If your relative lacks capacity to make decisions about who visits them, and the family do not agree with the arrangements, the local authority can only impose restrictions if they obtain authority through the Court of Protection. This was highlighted in the recent case of SR v A Local Authority & Anor  EWCOP 36. This case involved a devoted couple who had been married for 58 years. The wife developed late onset Alzheimer’s disease that was moderate to severe in nature. She lacked mental capacity to make decisions in relation to her care and contact arrangements. The wife initially attended a day care centre whilst living at home with the husband. However, in November 2016, the local authority formed the view that she should remain in the care home full time. This was due to concerns that she may be at risk of harm in her husband’s sole care because of his expressed views on euthanasia.
In May 2017, the local authority unilaterally imposed restrictions on the husband’s ability to take his wife away from the care home unaccompanied by a member of staff. Even though the local authority had no authority to restrict contact in this way, the husband complied with the restrictions, save on one occasion he removed the wife temporarily from the care home due to a bereavement at the home and the care home alerted police who sent in an armed response. The local authority subsequently applied for authority to restrict the husband’s contact. The application was rejected by the court on the basis that it was neither justifiable, proportionate nor necessary. The court was of the view that the local authority had failed to undertake a detailed examination of the comments made by the husband, and any risks posed to the wife. Although it was accepted by the court that the husband’s comments did give rise to a justifiable concern on the part of the professionals, the husband had been consistent in stating that he would never hurt his wife. This was also supported by the fact that the wife had lived with the husband for three months and subsequently had unsupervised contact with him for six months, after he made the comments regarding euthanasia. The wife remained safe from harm during these periods. The court made it clear that if the husband wanted less restrictive contact with his wife going forward, he would need to communicate openly with the professionals about how the arrangements would be managed and what his backup plan would be if the wife became upset or behaved in an unpredictable way whilst in his sole care.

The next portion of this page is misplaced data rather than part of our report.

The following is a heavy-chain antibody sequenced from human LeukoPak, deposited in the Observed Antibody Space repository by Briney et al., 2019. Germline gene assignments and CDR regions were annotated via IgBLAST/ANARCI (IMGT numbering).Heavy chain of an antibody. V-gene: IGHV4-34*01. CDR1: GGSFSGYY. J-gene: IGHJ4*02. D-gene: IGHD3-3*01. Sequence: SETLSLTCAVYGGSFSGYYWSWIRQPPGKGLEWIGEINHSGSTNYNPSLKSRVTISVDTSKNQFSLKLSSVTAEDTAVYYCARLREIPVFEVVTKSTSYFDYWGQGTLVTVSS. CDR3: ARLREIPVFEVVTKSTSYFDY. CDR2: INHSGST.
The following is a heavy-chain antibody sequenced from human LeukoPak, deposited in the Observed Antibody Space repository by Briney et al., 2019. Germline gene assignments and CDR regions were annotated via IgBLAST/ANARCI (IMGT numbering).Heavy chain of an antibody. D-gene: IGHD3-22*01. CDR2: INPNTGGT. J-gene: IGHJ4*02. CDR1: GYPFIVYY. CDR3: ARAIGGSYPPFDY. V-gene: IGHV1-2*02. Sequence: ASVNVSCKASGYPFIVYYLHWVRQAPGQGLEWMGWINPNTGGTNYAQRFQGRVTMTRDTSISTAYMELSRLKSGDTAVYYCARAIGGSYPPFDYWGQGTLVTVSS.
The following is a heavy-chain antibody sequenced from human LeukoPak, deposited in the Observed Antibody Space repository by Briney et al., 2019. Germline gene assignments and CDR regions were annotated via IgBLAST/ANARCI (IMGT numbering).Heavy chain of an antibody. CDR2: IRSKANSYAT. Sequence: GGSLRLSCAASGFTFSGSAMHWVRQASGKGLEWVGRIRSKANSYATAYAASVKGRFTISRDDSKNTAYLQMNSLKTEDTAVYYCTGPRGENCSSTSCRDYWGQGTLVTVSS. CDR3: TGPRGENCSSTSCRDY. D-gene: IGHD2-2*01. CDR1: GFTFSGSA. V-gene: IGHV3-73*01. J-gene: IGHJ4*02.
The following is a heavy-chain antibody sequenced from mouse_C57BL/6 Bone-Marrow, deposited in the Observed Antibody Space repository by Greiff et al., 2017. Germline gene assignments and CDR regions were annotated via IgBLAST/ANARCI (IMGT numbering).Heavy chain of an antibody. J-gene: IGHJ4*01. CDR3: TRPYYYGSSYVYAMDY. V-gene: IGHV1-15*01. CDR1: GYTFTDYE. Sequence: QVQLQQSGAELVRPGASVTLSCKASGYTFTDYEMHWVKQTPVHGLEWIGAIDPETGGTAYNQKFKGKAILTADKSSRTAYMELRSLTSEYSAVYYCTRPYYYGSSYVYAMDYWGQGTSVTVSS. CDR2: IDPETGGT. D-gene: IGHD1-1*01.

The above case clearly illustrates that when contact (or care) arrangements for someone lacking capacity cannot be agreed with the family, matters should be referred to the Court of Protection, so that the court can decide whether any proposed restrictions are appropriate and proportionate in the circumstances.